2. We also show other information on the page which, instead of percentages, is in the form of showing what fans of something are more likely to think, like or do. These are correlations. In these instances, instead of looking at fans of something in the form of absolute percentages, we compare the opinions of the fan group with the opinions of the population as a whole to find out what most differentiates them. To do this comparison, we use a statistical method called a Z Score, which helps to highlight what is particularly true of fans compared with another group of people. Crucially, the top Z Score doesn’t necessarily show the majority opinion of the group, but what is most different about the opinions of that group compared to the general population. For example, if we take a group of 1,000 people that like a certain mobile application and see that 20% of them are fans of David Bowie and we take another group of 1,000 people (e.g. a nationally representative group) and find that only 15% of them are fans of David Bowie, in this case, even though just 20% of people that like the mobile application are fans of David Bowie (which isn’t a majority) we are able to see that compared with the rest of the population, the people who like that mobile application are more likely to be fans of David Bowie. The Z score is therefore a very interesting statistical tool used to better understand audiences because it brings to the surface information that particularly differentiates a group that might otherwise be missed, or be difficult to see just looking at absolute percentages or majority proportions.
We collect data for YouGov Ratings each and every day, and it’s updated every Monday. The data we collect accumulates and what you see on the website is an average of all the data we have collected since we began YouGov Ratings in November 2017.
For the majority of things in YouGov Ratings we started collecting data on 11/15/2017. However, we are always looking to add more entities to our data collection systems which means there is a chance that some entities were added after this date.
As with any nationally representative survey, we use weighting to fine-tune the demographic balance of the YouGov Ratings sample. We calculate weight values using rim weighting (raking), which ensures that the marginal proportions in the sample match those of the target population across a set of key demographic variables.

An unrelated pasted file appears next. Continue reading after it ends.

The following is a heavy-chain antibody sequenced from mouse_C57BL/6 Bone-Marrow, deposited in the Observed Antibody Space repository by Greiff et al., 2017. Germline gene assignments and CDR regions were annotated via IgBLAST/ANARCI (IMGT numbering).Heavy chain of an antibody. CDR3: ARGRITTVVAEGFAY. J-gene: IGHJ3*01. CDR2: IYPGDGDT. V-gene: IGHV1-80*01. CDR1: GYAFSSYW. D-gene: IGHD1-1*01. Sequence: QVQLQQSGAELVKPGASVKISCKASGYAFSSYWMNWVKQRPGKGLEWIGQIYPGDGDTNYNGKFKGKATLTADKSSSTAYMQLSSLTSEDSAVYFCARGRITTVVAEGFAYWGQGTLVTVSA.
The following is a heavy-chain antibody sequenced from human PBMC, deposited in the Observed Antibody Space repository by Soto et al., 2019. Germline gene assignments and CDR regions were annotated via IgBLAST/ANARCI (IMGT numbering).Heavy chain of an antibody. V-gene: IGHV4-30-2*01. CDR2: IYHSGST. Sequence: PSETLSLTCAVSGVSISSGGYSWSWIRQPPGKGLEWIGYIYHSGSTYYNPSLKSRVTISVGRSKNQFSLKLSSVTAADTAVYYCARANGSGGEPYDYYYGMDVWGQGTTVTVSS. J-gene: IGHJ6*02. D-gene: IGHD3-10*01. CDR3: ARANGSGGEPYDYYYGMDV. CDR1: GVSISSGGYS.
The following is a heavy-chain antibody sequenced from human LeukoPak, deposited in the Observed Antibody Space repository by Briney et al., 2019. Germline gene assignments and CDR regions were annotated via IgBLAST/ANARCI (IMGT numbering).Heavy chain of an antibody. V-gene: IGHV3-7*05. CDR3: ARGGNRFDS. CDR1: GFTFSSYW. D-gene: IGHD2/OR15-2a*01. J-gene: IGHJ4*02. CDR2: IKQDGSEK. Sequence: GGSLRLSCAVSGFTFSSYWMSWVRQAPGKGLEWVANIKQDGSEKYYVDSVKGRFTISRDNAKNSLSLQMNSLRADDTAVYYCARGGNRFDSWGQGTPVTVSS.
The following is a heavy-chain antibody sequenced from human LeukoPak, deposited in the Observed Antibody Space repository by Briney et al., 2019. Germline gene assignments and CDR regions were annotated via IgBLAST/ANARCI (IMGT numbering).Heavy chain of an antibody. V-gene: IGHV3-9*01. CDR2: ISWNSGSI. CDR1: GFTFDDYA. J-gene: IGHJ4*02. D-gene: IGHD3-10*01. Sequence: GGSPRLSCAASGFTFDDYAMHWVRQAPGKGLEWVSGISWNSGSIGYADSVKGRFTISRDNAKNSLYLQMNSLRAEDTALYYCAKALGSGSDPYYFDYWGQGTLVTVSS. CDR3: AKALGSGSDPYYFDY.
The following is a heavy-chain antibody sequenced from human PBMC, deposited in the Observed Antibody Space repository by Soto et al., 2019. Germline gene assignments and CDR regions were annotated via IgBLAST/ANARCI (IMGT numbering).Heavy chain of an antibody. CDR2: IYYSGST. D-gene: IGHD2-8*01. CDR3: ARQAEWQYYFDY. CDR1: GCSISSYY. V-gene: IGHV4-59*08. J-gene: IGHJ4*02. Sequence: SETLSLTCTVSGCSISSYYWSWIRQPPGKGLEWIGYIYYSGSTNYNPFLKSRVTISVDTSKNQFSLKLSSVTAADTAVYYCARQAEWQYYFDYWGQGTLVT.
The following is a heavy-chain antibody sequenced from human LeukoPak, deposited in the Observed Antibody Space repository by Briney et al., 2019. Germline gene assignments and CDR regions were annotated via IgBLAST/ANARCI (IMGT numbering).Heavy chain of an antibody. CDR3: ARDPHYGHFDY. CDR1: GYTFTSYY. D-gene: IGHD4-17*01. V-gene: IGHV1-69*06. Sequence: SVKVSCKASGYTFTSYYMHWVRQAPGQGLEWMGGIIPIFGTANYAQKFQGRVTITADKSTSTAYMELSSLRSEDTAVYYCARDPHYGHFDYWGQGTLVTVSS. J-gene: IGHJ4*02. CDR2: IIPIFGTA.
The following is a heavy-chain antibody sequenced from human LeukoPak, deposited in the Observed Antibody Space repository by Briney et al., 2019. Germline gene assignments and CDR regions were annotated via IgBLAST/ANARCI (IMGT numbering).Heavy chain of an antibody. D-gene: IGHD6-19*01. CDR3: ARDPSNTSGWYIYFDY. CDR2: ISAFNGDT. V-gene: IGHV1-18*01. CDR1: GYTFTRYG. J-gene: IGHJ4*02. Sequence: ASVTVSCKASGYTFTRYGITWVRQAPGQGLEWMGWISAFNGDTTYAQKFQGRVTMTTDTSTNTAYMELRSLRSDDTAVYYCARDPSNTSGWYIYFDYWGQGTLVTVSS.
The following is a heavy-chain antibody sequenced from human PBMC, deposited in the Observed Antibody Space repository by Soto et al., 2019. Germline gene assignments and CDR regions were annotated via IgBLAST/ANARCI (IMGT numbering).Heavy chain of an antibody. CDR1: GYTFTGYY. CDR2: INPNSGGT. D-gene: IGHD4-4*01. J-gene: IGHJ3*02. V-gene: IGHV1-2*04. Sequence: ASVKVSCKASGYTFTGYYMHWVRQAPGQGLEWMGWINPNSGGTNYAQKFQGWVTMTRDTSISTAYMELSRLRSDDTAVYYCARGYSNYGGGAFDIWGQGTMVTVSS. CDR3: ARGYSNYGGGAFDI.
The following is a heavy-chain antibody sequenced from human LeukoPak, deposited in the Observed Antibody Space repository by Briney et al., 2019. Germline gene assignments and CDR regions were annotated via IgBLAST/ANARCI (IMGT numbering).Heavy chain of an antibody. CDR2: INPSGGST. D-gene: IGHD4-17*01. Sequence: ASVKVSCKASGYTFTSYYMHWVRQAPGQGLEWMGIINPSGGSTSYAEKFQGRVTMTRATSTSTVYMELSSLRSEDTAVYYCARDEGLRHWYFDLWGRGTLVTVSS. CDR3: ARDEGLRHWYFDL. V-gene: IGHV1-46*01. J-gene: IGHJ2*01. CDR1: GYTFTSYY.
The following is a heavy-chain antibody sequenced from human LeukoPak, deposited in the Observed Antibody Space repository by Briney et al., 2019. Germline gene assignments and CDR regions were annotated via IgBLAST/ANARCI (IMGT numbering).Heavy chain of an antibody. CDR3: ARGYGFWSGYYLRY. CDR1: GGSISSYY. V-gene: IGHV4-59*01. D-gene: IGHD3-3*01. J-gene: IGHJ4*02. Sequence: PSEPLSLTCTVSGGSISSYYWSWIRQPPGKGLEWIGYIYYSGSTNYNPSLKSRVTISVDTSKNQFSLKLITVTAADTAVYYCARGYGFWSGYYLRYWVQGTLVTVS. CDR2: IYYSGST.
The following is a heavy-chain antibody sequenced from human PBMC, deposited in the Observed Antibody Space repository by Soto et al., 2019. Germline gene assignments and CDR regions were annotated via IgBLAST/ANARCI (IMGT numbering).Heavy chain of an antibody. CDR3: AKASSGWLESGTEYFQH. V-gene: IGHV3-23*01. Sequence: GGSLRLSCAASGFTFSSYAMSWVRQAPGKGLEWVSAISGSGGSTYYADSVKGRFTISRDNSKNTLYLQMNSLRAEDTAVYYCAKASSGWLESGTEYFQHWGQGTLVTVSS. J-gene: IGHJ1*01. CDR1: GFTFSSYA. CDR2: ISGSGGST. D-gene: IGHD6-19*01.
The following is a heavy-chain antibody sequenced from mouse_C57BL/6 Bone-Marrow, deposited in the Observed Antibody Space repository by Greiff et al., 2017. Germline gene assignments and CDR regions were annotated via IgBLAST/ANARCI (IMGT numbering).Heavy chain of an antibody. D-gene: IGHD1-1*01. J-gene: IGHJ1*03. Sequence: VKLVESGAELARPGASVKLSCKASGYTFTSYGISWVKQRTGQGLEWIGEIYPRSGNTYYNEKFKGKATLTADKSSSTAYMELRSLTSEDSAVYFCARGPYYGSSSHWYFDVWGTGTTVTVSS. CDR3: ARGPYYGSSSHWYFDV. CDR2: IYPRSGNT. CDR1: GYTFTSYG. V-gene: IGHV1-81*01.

In the US, the key demographic variables we target and weight to are:
Sure. Help yourself. A link back and attribution is all we ask.
Only 3% of Americans object to depicting Jesus as anything other than white, although many more take issue with Christ being shown as certain races
By 54% to 46%, women are more likely than men to believe in demons.
Only about one-third of Americans overall (33%) say it is very important to recognize holidays of other religions. A similar number of Roman Catholics (36%) and Protestant Americans (32%) say it is very important.
Roughly half (48%) of Americans say a presidential candidate's religious beliefs and practices are important when deciding whom to vote for. A few more, 52 percent, land on the other end of the spectrum.
About one-third (35%) are strongly opposed to public funding being routed to religious schools, while about one in five (22%) support it.
Only 18 percent of Americans would allow churches to operate without any restrictions, as before COVID-19.
Republicans are three times as likely as Democrats to support a religious exemption.
Most Americans aren’t convinced that religious or spiritual gatherings should be considered exempt from social distancing orders.
More than one in five Americans (22%) say they would consider having sex with a robot, according to a study conducted by YouGov in February 2020.
By two to one (49% vs 25%), Americans say they do not want to see Roe v. Wade overturned.
Half the country regards anti-Semitism as a serious national problem.
From the World's Most Admired people to the most popular kind of wine, here are the top things we learned this year from YouGov polls and surveys.
Most (75%) Americans say that they typically donate some amount of money to charity every year.
A majority of Americans (58%) consider themselves “very religious” or “somewhat religious.” Two-thirds of the Silent Generation (66%) consider themselves religious, compared to half of Millennials (49%).
Over half (54%) of Republicans say that they believe in demons, while far fewer (37%) Democrats say the same.
Almost nine in ten (88%) Catholics want the famous landmark rebuilt.
YouGov Profiles takes a look at the difference between the two groups
38% of Americans would choose to make Election Day a federal holiday
One in three Catholics reports an unfavorable view of the church
More than one-third say they'd like to be cremated after they die